Mandatory retirement calls for ending employment when a person reaches a particular age threshold, such as 65. While ostensibly an illegal practice for most professions, courtesy of amendments in 1978 and 1986 to the Age Discrimination in Employment Act, some companies still encourage workers to exit at a certain age. The idea of mandatory retirement offers pros and cons.
Opens Positions for Younger Workers
A mandatory retirement age ensures that at least some positions open up in a given profession on a predictable basis, allowing younger workers to enter as older workers exit. In higher education, for example, young professors often bring in new ways of thinking. If younger generations do not believe they can find work in an industry dominated by older professionals, they may choose to train in areas that offer a better chance of securing work after college or training.
Forcing members of a profession to retire at a certain age creates an experience drain. The older members of a profession possess irreplaceable practical experience and insider knowledge about their work and industry, as well as highly developed professional networks. If forced to leave the industry at a specific age, their knowledge leaves with them.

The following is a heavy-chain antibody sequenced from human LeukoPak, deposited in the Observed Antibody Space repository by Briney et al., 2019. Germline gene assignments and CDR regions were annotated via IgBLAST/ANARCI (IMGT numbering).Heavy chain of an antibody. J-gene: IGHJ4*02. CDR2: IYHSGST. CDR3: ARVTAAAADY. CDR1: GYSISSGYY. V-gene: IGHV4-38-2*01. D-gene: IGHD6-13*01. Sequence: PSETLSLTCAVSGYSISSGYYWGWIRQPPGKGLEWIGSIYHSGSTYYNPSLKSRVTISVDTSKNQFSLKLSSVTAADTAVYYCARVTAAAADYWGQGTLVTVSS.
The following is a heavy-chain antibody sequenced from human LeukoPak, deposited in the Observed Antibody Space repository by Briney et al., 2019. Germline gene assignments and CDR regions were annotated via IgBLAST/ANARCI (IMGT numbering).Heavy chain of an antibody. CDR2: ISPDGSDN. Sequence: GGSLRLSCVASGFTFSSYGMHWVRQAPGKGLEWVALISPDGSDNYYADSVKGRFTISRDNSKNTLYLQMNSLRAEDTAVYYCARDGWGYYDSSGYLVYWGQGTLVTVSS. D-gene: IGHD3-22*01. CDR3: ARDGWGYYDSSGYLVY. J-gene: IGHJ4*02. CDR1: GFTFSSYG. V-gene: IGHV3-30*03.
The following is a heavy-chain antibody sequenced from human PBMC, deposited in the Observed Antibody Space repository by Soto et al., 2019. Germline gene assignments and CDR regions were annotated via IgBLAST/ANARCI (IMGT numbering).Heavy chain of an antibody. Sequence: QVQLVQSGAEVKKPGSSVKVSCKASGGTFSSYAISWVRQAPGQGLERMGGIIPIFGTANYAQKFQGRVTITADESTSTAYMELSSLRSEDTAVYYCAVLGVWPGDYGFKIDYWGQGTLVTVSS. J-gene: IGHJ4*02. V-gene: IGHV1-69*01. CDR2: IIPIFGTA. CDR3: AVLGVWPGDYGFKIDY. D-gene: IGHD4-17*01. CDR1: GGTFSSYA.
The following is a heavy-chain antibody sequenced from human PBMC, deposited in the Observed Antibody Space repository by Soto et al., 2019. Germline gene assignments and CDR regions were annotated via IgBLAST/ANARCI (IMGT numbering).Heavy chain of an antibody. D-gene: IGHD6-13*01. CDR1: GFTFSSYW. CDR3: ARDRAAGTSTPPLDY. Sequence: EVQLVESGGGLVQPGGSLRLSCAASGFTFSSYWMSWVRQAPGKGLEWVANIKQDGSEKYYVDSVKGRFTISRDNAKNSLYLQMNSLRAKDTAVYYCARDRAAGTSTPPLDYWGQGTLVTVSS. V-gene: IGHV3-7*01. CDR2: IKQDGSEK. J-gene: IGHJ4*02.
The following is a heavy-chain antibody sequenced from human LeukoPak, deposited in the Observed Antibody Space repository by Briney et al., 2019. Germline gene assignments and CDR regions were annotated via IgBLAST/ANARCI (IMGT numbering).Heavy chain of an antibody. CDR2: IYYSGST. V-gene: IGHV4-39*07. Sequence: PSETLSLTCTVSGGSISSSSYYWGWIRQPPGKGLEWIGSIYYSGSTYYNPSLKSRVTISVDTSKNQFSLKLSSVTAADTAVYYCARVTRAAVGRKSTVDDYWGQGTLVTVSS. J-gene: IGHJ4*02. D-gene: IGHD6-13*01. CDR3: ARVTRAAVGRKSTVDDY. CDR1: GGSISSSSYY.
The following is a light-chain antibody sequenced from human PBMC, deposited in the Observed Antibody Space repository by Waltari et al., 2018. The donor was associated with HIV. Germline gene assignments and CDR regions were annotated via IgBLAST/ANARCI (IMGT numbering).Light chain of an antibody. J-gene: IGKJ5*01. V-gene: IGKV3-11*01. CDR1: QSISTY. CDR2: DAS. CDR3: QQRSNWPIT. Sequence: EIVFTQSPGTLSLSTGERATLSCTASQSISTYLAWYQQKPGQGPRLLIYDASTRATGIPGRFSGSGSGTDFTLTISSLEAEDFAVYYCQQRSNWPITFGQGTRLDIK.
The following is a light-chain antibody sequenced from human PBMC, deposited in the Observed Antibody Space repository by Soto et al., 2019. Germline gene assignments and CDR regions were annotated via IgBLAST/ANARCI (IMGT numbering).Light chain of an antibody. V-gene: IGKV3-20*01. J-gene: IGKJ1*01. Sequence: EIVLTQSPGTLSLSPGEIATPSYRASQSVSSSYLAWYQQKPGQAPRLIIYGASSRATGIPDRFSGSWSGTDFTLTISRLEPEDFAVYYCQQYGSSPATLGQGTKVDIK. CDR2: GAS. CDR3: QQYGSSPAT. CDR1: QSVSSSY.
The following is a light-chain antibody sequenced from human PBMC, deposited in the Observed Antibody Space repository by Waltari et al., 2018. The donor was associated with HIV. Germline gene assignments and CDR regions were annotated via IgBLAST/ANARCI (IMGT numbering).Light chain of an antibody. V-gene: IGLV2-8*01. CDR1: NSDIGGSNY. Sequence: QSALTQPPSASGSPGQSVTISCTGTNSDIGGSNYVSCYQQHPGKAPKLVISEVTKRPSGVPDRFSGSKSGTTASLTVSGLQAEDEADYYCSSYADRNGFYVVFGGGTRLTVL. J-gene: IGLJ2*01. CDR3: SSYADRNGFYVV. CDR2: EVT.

Older workers with extensive experience tend to command far higher salaries and better benefit packages than younger workers. Uncertain retirement ages coupled with contracted annual raises create perennial uncertainty about the size of budgets and fears of rising salary costs. A firm retirement age allows businesses to plan for periodic payroll reductions as older workers exit on schedule and less expensive younger workers receive promotions.
Insufficient Resources for Retirement
Not all employees demonstrate equivalent skill in planning for retirement. While a future-minded young employee might persistently choose to contribute to a retirement plan, many neglect to plan or find it financially impossible to begin saving until later in life. Mandating a retirement age effectively cuts off earning power, regardless of employee’s financial preparedness to retire. The general collapse of employer pension plans and of lifelong employment with a single company exacerbates this problem.